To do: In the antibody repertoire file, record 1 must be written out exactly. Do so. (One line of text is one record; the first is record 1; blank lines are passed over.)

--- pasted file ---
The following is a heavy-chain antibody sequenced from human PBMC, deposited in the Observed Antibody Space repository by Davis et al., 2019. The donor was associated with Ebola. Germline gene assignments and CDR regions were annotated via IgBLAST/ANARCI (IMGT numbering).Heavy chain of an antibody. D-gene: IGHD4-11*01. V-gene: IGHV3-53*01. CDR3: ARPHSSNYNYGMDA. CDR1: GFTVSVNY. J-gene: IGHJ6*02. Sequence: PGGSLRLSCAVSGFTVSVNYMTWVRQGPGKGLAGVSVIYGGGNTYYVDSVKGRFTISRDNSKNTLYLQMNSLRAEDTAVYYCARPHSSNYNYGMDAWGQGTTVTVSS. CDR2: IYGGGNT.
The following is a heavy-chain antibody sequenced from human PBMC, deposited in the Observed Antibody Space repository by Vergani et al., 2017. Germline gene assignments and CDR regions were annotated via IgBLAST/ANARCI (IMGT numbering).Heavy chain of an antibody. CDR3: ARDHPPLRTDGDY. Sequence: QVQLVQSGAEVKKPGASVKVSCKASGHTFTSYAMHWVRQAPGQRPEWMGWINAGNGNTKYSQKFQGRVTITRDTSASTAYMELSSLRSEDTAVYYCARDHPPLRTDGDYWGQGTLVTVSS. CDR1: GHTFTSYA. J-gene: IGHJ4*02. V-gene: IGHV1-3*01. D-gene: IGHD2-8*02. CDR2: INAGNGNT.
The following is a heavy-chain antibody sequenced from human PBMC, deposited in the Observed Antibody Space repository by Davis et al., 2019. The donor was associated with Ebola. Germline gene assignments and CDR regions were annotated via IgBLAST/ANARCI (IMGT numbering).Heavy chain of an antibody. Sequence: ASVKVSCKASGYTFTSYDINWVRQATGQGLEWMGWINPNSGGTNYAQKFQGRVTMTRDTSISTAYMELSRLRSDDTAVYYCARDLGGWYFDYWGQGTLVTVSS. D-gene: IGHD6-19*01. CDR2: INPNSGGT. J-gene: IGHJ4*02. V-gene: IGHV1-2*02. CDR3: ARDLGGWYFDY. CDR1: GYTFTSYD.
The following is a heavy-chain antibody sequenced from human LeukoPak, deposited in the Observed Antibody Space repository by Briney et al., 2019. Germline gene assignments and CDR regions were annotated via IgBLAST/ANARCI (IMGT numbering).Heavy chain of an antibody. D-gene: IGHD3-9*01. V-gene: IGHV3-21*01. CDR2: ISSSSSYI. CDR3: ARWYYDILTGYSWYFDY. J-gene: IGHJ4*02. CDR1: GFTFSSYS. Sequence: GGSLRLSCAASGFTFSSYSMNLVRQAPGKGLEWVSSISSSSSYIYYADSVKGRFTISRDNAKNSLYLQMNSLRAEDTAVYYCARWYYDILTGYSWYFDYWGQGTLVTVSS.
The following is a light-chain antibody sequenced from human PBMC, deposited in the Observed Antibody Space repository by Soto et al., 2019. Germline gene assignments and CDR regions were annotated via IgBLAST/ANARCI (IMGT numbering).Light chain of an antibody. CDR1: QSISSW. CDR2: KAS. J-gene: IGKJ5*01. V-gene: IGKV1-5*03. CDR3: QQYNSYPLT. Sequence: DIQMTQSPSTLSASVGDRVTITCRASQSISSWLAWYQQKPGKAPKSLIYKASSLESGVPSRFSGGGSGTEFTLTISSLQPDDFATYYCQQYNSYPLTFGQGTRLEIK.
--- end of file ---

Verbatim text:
The following is a heavy-chain antibody sequenced from human PBMC, deposited in the Observed Antibody Space repository by Davis et al., 2019. The donor was associated with Ebola. Germline gene assignments and CDR regions were annotated via IgBLAST/ANARCI (IMGT numbering).Heavy chain of an antibody. D-gene: IGHD4-11*01. V-gene: IGHV3-53*01. CDR3: ARPHSSNYNYGMDA. CDR1: GFTVSVNY. J-gene: IGHJ6*02. Sequence: PGGSLRLSCAVSGFTVSVNYMTWVRQGPGKGLAGVSVIYGGGNTYYVDSVKGRFTISRDNSKNTLYLQMNSLRAEDTAVYYCARPHSSNYNYGMDAWGQGTTVTVSS. CDR2: IYGGGNT.